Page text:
Hakea orthorrhyncha

Bird-beak Hakea

Family: Proteaceae

Hakea orthorrhyncha is known as the Bird-beak Hakea is a spreading shrub to 3 metres tall, often wider than tall – spreading several metres wide; posessing a lignotuber.

It is another species endemic to the south-west region of Western Australia, growing generally in an area surrounding Geraldton, south from between Three Springs and Port Denison, northwards to around Tooloonga Nature Reserve.

It forms part of shrublands and heathlands on sandy soils, loam and granite-derived soils.

Leaves are up to 18 cm long by 0.2 cm wide, needle-like (linear and tubular); grey-green to green in colour.

A hakea inflorescence is technically a cluster of paired flowers, termed a conflorescence (although sometimes the paired flowers are not evident) with the overall structure forming a clustered-raceme-like appearance. The inflorescences are always produced in the leaf axils, as opposed to the closely related Grevillea where they are mostly terminal. They can appear as a spider-flower-like cluster, or a rounded ball where flowers emerge around a 360° radius, or as a cylindrical raceme (which strongly resemble those of Grevillea). In this species, bright red to orange-red flowers are borne in clusters of up to 20, about 3 cm across, on the old wood in autumn and winter. Flowers clusters are often densely bunched along the stems.

Individual flowers are composed of 1 carpel (female part) where the style and stigma protrude out; 4 stamens hidden away in the perianth; and the perianth (petals and sepals collectively) which connects to a pedicel. Proteaceae flowers do not have any discernible petals or sepals (having only one whorl) and so these are referred to as ‘tepals’ of which there are 4. In this species, the perianths are red to deep red and turn black as they age, to 6 mm long, with the carpels also red, to about 22 mm long.

The persistent woody follicles are ovoid, to 5 cm long by about 2.5 cm wide, with a prominent pointed beak about 10 mm long.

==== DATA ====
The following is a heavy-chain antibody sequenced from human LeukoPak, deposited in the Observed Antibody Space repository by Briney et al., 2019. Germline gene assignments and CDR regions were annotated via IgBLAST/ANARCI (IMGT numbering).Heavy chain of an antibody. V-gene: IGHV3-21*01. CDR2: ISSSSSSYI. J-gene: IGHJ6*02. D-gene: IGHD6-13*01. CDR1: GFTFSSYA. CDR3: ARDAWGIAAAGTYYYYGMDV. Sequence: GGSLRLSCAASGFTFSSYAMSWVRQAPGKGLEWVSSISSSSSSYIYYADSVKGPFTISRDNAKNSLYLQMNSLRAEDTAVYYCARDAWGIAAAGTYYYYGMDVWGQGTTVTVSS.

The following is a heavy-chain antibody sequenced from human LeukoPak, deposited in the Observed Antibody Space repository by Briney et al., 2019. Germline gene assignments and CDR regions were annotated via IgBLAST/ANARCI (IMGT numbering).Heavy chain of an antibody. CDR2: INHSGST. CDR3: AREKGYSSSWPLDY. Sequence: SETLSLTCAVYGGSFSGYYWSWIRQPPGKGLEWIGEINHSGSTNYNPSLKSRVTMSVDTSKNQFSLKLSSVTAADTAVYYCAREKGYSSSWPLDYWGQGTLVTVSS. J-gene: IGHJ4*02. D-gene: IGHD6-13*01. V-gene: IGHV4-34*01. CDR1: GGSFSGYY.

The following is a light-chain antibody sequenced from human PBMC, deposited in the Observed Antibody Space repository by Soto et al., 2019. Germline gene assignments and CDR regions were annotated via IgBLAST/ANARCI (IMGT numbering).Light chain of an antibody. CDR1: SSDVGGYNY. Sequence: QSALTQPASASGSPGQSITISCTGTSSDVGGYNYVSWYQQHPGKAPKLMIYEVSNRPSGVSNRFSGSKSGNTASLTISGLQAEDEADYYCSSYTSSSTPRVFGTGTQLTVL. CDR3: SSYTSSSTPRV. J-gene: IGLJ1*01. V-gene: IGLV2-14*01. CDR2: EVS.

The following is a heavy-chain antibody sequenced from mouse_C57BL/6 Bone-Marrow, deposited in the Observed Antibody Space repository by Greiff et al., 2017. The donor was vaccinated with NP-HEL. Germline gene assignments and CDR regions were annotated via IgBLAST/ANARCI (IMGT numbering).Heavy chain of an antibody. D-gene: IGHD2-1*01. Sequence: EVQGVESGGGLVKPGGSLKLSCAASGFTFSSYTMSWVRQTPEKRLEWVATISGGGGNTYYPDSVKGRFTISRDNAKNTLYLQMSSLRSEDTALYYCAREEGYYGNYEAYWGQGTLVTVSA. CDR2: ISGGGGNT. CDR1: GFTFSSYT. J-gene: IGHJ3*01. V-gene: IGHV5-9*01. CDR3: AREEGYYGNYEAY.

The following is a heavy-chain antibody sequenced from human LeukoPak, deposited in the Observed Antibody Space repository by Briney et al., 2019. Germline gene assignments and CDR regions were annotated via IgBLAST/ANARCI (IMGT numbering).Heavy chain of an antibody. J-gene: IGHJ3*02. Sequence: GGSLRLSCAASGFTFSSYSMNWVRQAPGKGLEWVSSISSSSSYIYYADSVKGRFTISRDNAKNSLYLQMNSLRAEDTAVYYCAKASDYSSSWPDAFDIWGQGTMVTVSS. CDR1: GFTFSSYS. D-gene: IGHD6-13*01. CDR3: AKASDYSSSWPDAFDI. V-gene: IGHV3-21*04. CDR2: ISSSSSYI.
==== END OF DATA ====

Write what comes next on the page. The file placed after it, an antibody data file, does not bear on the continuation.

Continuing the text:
In the garden

This species is known to be cultivated but not as successfully on the east coast as some of the other hakeas from Western Australia. However, it is reported by some to grow reasonably well in most cases. Tolerant of some humidity and moderate frost.

Author’s notes:

It grows well in full sun but a well-drained soil is essential. Flowering can be sporadic on the east coast. A very attractive shrub worth trying in any garden. Give some room to spread out.

The Bird-beak Hakea would make a colourful, bird-attracting addition to informal native screens and hedges.

Hakea orthorrhyncha takes between 5-7 years before the first flowers appear. This disadvantage may be overcome by propagating cuttings from mature plants. Mature plants may be rejuvenated by coppicing. Our specimen was about six years old before flowers appeared.


Propagate from seed or cuttings. Cuttings of young growth give the best results. A plant grown from may take 8 years to flower.

Other information

Hakea is a genus of about 150 species of plants that are endemic to Australia, first described in 1788 by Joseph Gaertner, a German botanist. NSW currently has about 31 species, some which are species-complex.

Hakeas are similar to species of Grevillea but are distinguished from them in having persistent, woody fruits. Those of grevilleas are not persistent and not woody.

The fruit of Hakea spp. generally persist on plants until burned in a bushfire or until the plant dies. The fruit then splits open to release two winged seeds. This species also has a lignotuber from which it can re-sprout after fire.

Hakea – named after Baron Christian Ludwig von Hake (Baron von Hake of Hanover, 1745-1818), an 18th-century German patron of botany (and for whom not a lot of information can be found).

orthorrhyncha – from Greek orthos (ὀρθῶς) which means “straight” or “erect” and rhynxos (ῥύγχος) which refers to a “beak” or “muzzle” or “snout” – capturing the elongated beak of the fruits of this species.

This species is not considered to be at risk of extinction in the wild.

Western Australian Herbarium. Florabase – the Western Australian Flora. Hakea orthorrhyncha profile page https://florabase.dbca.wa.gov.au/browse/profile.php/2192

Wrigley, J.W. & Fagg, M.I. (2001). Australian Native Plants – Propagation, cultivation and use in landscaping. 4th edition. New Holland Publishers, Pty. Ltd. Australia.

Australian Native Plants Society Australia (ANPSA) – Hakea orthorrhyncha profile page https://anpsa.org.au/plant_profiles/hakea-orthorrhyncha

Electronic Flora of South Australia – Hakea orthorrhyncha profile page  http://www.flora.sa.gov.au/efsa/lucid/Hakea/key/Australian%20Hakea%20species/Media/Html/Hakea_orthorrhyncha_var._filiformis.htm

By Warren and Gloria Sheather. Editing and additional text by Dan Clarke